- Dec 10, 2019
Church leaders in Nigeria are calling on the government to do more to stop the ongoing conflict in the north of the country. One local bishop said there is “a deliberate policy of injustice designed to shut our people out from the scheme of things and deny us our rights.”
Bishop Oscar Cantu of Las Cruces, New Mexico, said he will advocate differently for Iraqi religious minorities with options other than the setting up of a safe corridor to leave the country. “We have to live in a secure but integrated community where Chaldean Catholics, Syriac Catholics, Sunni Muslims, etc., have relationships with each other,” he said.
The current regime in North Korea allows for Christmas displays but only if void of any religious significance, because it views foreign faiths as a very real threat. The country used to have a flourishing Catholic community once, but it has all but disappeared and today there are almost no practicing Christians left.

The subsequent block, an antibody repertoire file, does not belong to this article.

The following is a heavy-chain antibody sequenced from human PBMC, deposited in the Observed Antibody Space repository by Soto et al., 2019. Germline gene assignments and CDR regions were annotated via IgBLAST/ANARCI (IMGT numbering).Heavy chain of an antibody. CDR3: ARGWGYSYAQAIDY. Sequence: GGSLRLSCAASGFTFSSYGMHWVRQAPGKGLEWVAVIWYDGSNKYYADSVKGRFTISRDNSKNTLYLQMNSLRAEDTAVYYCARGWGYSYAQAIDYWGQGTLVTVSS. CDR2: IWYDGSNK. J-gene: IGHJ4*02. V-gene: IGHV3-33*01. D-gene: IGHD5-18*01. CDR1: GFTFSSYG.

Pope Francis has chosen as cardinal an 88-year-old Albanian priest who for 28 years suffered appallingly for his refusal to renounce his faith.
Seventeen years ago, Father David Bedrossian had to flee Syria, leaving his home, his brothers and sisters and his parishioners. Since leaving, six of his family members were killed and his beloved church was ransacked. He now works at a parish in Los Angeles, where he welcomes refugees escaping the country he left behind.
Activists and leaders gathered for an early September conference in Washington organized by “In Defense of Christians” said they intended to press for the establishment of a province, or safe zone, for indigenous Christians and other minorities of the Ninevah Plain region in Iraq.